Sunday, January 31, 2021

Cost Pressure and Long-Term Decline

I am always willing to say prices are influenced by the spending we do. That's demand-pull, the always-and-everywhere "monetary phenomenon".

However, I am never willing to let people deny the fact that cost pressures exist. Cost-push forces are just as real as demand-pull forces.

Here's the difference:

With demand-pull, the excess of demand over supply drives prices up. The inflation can be suppressed by suppressing demand and economic growth. Then, when demand returns to normal, the economy gets back to normal.

With cost-push, there is an underlying pressure that drives prices up. Inflation can still be suppressed by suppressing demand and economic growth. And when the inflation subsides, we expect things to return to normal. But as long as the cost pressure exists, the economy cannot get back to normal.

Cost pressure, when it exists, is not necessarily short-lived. The pressure may exist and exert upward pressure on prices for a prolonged period, perhaps decades. This longevity is all the more likely to occur when the consensus assumption dismisses rather than confronts the problem of cost pressure.

Finance creates continuing cost pressure in our economy. This cost pressure arises not from a sudden increase in prices such as we saw with oil, but from the continuing growth of finance relative to the size of our economy.

As long as finance continues to grow, the cost pressure exists. As long as finance continues to grow, the threat of inflation remains, and economic growth declines.

Saturday, January 30, 2021

Friday, January 29, 2021

The Fed needs a new name

"The Federal Reserve System is the central bank of the United States." That's according to the Federal Reserve Board. (PDF available)

But here's a noteworthy press release from the Federal Reserve Board:

April 24, 2020

Federal Reserve Board announces interim final rule to delete the six-per-month limit on convenient transfers from the "savings deposit" definition in Regulation D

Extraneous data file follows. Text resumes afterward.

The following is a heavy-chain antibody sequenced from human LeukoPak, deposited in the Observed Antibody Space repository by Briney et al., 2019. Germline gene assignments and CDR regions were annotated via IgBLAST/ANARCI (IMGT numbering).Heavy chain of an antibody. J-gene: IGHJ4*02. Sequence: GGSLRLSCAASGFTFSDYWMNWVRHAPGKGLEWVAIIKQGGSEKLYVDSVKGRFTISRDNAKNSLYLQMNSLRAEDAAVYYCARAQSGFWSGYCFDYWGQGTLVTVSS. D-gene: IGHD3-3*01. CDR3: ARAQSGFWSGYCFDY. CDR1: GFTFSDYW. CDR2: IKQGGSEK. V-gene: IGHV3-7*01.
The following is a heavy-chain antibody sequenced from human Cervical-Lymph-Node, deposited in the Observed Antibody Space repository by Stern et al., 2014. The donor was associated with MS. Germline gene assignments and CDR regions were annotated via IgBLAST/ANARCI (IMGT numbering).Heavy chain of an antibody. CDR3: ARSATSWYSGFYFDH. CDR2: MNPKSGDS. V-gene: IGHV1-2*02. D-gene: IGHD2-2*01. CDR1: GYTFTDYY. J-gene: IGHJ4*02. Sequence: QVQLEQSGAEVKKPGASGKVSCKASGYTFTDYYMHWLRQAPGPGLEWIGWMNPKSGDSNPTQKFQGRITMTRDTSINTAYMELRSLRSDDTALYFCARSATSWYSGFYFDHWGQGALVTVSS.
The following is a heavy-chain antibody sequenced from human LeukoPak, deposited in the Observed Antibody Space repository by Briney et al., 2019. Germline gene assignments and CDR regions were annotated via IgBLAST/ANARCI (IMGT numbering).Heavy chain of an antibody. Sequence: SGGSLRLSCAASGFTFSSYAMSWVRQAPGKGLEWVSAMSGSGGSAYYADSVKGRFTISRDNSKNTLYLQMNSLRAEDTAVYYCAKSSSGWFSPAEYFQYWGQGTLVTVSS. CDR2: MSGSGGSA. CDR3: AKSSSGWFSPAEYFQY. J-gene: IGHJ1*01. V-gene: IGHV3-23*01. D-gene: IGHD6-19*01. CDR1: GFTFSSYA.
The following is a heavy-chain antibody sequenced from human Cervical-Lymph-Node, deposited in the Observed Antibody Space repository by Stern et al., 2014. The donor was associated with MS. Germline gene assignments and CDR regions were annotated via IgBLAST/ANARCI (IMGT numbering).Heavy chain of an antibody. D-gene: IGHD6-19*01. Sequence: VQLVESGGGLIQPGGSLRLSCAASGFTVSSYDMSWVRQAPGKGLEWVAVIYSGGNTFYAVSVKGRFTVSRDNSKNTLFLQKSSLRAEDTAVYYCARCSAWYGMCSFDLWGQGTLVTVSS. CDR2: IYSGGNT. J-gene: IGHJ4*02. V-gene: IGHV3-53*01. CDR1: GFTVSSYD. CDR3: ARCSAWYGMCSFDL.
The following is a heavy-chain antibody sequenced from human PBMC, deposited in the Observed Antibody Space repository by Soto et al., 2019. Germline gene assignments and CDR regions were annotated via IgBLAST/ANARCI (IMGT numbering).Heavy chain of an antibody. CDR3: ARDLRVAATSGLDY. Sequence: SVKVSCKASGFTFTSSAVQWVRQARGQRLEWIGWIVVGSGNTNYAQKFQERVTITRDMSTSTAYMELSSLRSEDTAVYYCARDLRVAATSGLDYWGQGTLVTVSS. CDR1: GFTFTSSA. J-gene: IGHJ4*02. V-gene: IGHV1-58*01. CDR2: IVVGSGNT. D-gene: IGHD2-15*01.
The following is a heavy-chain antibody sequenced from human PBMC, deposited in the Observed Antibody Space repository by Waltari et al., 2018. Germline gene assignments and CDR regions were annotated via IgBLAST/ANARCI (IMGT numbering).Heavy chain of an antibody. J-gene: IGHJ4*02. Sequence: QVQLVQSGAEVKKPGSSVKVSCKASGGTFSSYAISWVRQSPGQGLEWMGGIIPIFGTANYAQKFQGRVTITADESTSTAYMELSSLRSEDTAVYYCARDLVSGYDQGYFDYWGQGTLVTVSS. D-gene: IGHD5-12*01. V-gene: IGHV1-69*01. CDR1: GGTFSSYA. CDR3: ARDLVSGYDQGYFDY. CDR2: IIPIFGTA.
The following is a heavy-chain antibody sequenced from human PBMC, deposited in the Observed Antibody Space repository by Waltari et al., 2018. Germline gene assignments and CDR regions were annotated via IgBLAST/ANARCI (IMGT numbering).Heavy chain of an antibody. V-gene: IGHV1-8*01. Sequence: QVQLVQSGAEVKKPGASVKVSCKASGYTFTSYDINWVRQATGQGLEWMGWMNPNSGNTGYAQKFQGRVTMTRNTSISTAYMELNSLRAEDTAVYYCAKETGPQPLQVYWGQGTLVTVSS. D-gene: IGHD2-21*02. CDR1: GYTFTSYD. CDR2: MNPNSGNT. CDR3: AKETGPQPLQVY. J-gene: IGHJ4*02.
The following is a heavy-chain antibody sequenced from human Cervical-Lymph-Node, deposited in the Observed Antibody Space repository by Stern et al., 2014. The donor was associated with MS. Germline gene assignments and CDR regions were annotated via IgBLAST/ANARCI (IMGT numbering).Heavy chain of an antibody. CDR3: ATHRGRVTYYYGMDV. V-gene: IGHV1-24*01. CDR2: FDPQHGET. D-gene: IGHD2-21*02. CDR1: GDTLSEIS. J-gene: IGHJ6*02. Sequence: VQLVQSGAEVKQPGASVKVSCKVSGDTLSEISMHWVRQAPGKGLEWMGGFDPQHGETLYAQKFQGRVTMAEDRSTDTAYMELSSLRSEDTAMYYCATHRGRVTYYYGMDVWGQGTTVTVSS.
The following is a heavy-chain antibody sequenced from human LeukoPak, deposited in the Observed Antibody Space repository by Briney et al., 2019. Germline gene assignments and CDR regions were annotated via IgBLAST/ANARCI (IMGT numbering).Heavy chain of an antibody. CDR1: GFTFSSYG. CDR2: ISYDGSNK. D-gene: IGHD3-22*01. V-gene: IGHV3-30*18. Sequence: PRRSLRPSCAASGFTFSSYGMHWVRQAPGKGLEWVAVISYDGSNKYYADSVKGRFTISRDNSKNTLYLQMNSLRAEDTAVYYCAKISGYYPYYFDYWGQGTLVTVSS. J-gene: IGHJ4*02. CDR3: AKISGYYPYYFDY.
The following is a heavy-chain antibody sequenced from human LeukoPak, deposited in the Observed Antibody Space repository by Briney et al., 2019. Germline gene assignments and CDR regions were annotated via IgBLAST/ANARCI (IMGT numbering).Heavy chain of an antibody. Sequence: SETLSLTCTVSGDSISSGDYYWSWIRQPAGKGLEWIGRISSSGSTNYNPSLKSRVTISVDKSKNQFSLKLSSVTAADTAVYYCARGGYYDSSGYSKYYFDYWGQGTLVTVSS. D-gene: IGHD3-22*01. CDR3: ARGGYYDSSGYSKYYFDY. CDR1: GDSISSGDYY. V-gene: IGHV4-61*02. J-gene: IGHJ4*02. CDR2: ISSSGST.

For release at 10:00 a.m. EDT

The Federal Reserve Board on Friday announced an interim final rule to amend Regulation D (Reserve Requirements of Depository Institutions) to delete the six-per-month limit on convenient transfers from the "savings deposit" definition. The interim final rule allows depository institutions immediately to suspend enforcement of the six transfer limit and to allow their customers to make an unlimited number of convenient transfers and withdrawals from their savings deposits at a time when financial events associated with the coronavirus pandemic have made such access more urgent.

The regulatory limit in Regulation D was the basis for distinguishing between reservable "transaction accounts" and non-reservable "savings deposits." The Board's recent action reducing all reserve requirement ratios to zero has rendered this regulatory distinction unnecessary.

Concurrently, the Federal Reserve is making temporary revisions to the FR 2900 series, FR Y-9, and FR 2886b reports to reflect the amendments to Regulation D.

The reserve requirement is zero across the board. The Federal Reserve System is no longer a "reserve system".

I suggest we call it the "Zero Reserve System".

Thursday, January 28, 2021

Mason, Rabinovich, Financialization

Joel Rabinovich. The financialisation of the nonfinancial corporation. A critique to the financial rentieralization hypothesis. 2018.  hal-01691435

As usual, I end my analysis at 2019 so as to exclude the massive covid shock.

JW Mason's “Has Finance Capitalism Destroyed Industrial Capitalism?” links to the Rabinovich paper. Mason says

As Joel Rabinovich convincingly shows, the increased financial holdings of nonfinancial corporations mostly represent goodwill from mergers and stakes in subsidiaries, not financial assets in the usual sense, while the apparent rise in their financial income of in the 1980s is explained by the higher interest on their cash holdings.

 I had to look: